Dragon fruit, a saviour for Kachchh farmers

Kachchh is the second largest district of India and covers 25 per cent of the area of Gujarat. It falls under semi-arid zone and is known for its extreme climatic conditions with the temperatures touching 50 degrees Celsius in summer and 3 degrees or less in winter. The water resources are limited to 3 per cent of the State’s total resources. Agriculture is the main source of livelihood and animal husbandry is also an equally important occupation.

None of the Kachchh rivers are perennial. The monsoon is very erratic and the rainfall averages 300-350 mm a year. Hence frequent occurrence of drought or scarcity conditions is a common feature in Kachchh. Due to the proximity of the Arabian Sea and the very less rainwater replenishing the groundwater, salinity ingress is rapid in this district.

According to the Central Ground Water Board, Kachchh is one of the districts with issues like salinity, fluoride, chloride, iron and nitrate which influence the cropping pattern and agriculture production.

In the post-earthquake times, there has been a lot of changes happening to revive the regional economy of Kachchh. One is the emerging interest in the horticulture sector by the local farmers and others who had earlier migrated to Maharashtra and abroad, now wanting to return to their homeland. The latter category is investing in large tracts of land to engage in horticultural.

These new entrants bring in technological knowhow with the purpose of maximising production with minimal resources. One major advantage for farmers in Kachchh is the relatively less incidence of pests and diseases due to the extreme climate. Talukas like Anjar, Abdasa, Nakhatrana, Bhuj and Mandvi have better aquifers and cultivate a variety of horticultural crops that range from mango, sapota, citrus fruits, date palm, banana, kamalam (dragon) fruit, guava, pomegranate, papaya and custard apple.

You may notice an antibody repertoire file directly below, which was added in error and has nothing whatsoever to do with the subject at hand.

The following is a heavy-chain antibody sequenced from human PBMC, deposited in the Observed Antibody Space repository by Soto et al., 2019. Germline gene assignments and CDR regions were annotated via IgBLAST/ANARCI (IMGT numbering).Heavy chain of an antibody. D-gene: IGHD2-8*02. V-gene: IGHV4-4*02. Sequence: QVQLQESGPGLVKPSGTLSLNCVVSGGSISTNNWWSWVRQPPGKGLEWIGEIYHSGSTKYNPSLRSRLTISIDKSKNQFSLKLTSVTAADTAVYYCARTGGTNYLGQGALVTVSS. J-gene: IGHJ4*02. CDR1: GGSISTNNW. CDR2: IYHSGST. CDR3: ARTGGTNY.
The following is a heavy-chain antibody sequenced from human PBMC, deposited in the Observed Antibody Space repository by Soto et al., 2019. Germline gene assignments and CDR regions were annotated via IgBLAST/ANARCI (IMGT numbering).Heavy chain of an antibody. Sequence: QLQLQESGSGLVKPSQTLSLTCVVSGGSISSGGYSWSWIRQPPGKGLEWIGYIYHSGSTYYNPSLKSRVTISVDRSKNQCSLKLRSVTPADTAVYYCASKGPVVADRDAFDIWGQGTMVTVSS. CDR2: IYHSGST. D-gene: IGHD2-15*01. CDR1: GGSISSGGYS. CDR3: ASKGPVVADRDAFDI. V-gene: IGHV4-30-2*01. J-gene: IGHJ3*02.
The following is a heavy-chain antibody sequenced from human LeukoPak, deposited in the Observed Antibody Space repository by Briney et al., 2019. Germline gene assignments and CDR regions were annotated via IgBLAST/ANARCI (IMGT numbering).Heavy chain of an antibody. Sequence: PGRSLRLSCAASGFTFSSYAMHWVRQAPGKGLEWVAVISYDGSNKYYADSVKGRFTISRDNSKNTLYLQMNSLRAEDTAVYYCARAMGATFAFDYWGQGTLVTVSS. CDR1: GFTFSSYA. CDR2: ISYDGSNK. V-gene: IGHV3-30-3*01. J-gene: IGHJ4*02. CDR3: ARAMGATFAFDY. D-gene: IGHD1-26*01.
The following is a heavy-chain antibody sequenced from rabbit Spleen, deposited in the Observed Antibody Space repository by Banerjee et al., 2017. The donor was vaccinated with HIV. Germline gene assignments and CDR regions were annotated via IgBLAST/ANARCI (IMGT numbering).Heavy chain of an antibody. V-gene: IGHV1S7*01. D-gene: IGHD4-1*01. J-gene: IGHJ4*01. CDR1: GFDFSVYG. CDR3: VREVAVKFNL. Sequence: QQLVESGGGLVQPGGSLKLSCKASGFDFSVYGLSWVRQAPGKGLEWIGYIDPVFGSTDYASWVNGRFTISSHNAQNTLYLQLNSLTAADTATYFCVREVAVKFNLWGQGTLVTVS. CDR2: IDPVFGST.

Of these, dragon fruit (christened kamalam by the Gujarat government in January 2021 because of the bright pink colour and conical appearance) has its origin in Central and South America and has spread to Asian countries.

In India, kamalam fruit cultivation is now gaining momentum including in Maharashtra, Andhra Pradesh, Telangana and Tamil Nadu. The fruit is fleshy with tiny black seeds. While the fleshly part is consumed, the skin is discarded. According to the wholesale fruit traders in Ahmedabad, the red flesh variety is preferred in the export and domestic markets as it contains lycopene, which is believed to be an immunity enhancer and lowers the risk of cancer and heart disease.

Introduced in 2014, kamalam is a relatively new entrant to Kachchh, but is rapidly catching the attention of the farmers because the plant can survive the punishing summer. Kamalam plantation requires moisture and hence regulated watering by micro irrigation system serves the plantation well.

The kamalam plant grows nearly five to six feet in height during which time it requires support. In the early days, Kachchh farmers used a five-foot pole and ring made of concrete to support the plant.

Reducing costs

The initial cost is ₹600 per pole, which includes the cost of the pole, ring, four plants and labour. Approximately, an acre of land would have 550 poles. The plants are secured to the pole with a wire and when they start drooping the concrete ring mounted on the top of the pole provides support which is necessary when the plant is bearing fruit — the weight of each fruit ranges from 150 to 300 grams.

However, now farmers have come out with innovative ways of reducing this initial cost by installing iron poles and wires like in grape orchards, and discarded scooter tyres replace the concrete rings. These modifications have resulted in halving the costs.

The plant starts yielding from the first year onwards and the yield increases every year and reaches an average of 20-25 kg per plant by the fourth year. The season starts in late June and continues till November. While the wholesale price ranges between ₹100 and ₹150 per kg, in the retail market, the price is ₹250-300 per kg.

The kamalam plant’s lifespan is 25-30 years. Farmers propagate from the mature plants. The naturally organic kamalam is considered more as a health fruit because it is rich in Vitamin C and is believed to be helpful in improving the platelet count during infectious diseases.

Kamalam plantation is now picking up in other regions of the country also and as the supply increases the price would reduce and be affordable to the common man. Recently, a horticulturalist in Kachchh experimented the use of discarded skin of the fruit in toiletries and beauty care products. If this experiment is successful, the scope for setting up units to further process the fruit would emerge. With its cost effectiveness and sturdy nature, kamalam cultivation is an opportunity for farmers elsewhere with less fertile soil to augment their income.

Lalitha is with Gujarat Institute of Development Research, Ahmedabad, and Soumya is with the Council for Social Development, Hyderabad

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